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Patton Oswalt sits down with Salon for a lengthy debate aimed at settling their bad blood once and for all.
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How Salon fought the urge to headline its new interview with Patton Oswalt with the kind of thing you see above will be pondered for years to come. I'd say that it's a sign of progress, but then in a couple of hours there will almost surely be an angry follow-up piece posted over there demanding to know why both Patton and Salon Editor-in-Chief David Daley -- who conducted the one-on-one -- "had to be white men" and we'll know that everything is back to normal for the internet's premiere destination for all your pointless outrage porn needs.

If you haven't yet read the interview, labeled a "peace summit," I'd definitely suggest you do. The background is that Patton and Salon have been publicly feuding for a couple of years now. Salon drew first blood when it published a piece in May of 2013 that raked Patton over the coals for the crime of not speaking out for rape victims, as if that's a personal responsibility of his as a comic. The site hit Patton again in July of 2013 after he mocked a San Francisco TV station that had been shockingly stupid enough to air what it called an exclusive on the Asiana Airlines Flight 214 crash but what turned out to be a prank story filled with ethnically insensitive language. Patton's crack on Twitter was that the station had announced that it was hiring a P.R. guy named "Wi So Solly." The response, directly from David Daley, was a rant which completely missed the point of who Patton was ridiculing and, as such, called the joke "poorly crafted" and accused Patton of having "tiptoed up to" the line of racism. That earned Salona scathing rebuke from Patton and from then on out the gloves were off. Saloncontinued to misguidedly take shots at Patton and he responded by rallying his troops and trolling the fuck out of them and those like them on a regular basis.

So now comes this three-hour-long person-to-person debate, what Salon says is an attempt to find common ground with its archenemy. The problem right off the bat is that Daley kind of goes into the thing under false pretenses, at least in the implications he makes about why Salon often runs the kind of nonsense it does. You can see that in his first noteworthy exchange with Patton.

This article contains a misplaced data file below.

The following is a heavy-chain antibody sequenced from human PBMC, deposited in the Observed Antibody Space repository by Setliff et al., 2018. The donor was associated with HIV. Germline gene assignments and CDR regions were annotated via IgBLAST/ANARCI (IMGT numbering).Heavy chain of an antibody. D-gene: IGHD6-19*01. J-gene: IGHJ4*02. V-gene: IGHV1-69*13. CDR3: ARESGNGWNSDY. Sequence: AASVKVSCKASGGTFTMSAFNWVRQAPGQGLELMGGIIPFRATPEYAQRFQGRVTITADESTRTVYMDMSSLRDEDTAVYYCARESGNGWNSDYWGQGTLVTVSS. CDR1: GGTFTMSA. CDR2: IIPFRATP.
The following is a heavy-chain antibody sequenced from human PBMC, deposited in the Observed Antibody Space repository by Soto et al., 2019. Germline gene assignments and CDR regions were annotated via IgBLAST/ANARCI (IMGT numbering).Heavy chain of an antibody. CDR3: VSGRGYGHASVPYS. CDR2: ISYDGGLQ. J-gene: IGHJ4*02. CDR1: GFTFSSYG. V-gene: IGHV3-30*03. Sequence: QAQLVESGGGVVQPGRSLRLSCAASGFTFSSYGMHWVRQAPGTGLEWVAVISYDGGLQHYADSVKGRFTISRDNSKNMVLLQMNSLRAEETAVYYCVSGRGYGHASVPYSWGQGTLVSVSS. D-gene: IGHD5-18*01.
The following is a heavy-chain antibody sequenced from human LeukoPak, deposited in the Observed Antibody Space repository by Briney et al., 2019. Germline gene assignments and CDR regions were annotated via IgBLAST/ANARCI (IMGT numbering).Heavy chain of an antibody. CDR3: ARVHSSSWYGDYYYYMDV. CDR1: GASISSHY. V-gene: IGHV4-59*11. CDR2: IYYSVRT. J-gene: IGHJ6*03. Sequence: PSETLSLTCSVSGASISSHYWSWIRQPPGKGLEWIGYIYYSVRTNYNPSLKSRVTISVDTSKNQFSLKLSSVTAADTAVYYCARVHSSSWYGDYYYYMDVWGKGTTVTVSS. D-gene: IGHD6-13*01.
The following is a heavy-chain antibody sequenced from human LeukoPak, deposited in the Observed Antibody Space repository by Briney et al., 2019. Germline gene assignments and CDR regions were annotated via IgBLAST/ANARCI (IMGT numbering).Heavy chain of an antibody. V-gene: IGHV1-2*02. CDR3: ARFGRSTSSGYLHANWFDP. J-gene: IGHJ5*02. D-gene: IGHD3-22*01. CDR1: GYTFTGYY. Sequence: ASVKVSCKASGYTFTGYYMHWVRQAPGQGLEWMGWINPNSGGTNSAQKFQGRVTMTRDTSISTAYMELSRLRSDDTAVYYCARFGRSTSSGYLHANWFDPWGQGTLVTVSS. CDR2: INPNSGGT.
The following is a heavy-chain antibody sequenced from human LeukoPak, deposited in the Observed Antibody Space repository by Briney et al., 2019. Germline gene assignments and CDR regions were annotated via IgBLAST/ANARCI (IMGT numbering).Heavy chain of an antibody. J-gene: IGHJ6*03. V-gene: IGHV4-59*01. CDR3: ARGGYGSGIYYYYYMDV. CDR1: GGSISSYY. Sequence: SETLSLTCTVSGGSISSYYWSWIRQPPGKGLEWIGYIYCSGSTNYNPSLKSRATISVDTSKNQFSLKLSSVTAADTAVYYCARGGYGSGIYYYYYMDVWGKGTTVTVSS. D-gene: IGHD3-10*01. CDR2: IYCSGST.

(I've added initials only to avoid having Daley's comments appear in boldfaced, as they do in the actual interview.)

PO: It feels a little frustrating that a site like Salon that I used to always go to for great news, great commentary, did turn into a caricature of what a lot of really dumb conservatives used to say it was. That’s really disturbing to me because I don’t want it to be. And I’ve been saying this over and over again.

DD: It gets pointed out to me, yes. But I’d disagree with that completely. I know the kind of stories that bother you, and I’m happy to talk about them. I’d argue that so much of what gets dismissed as “political correctness” or shrill culture policing is actually not that at all — that it’s criticized by people who don’t like the way the Internet has broadened the debate and empowered people who perhaps didn’t have a voice before. There are people on both the left and the right who aren’t always happy with that. I think it does a lot of good to listen to people who are responding to the culture – that’s how we make progress and gain empathy and understanding.

PO: I hate to talk in terms of our side, this side, that side. But our side, the liberal progressives, the open-minded people – I don’t want us to be the scolds and the shushers. That was always the role of neoconservatives and the religious fundamentalists, to restrict and remove words. I don’t want our side to be the one that’s parsing language.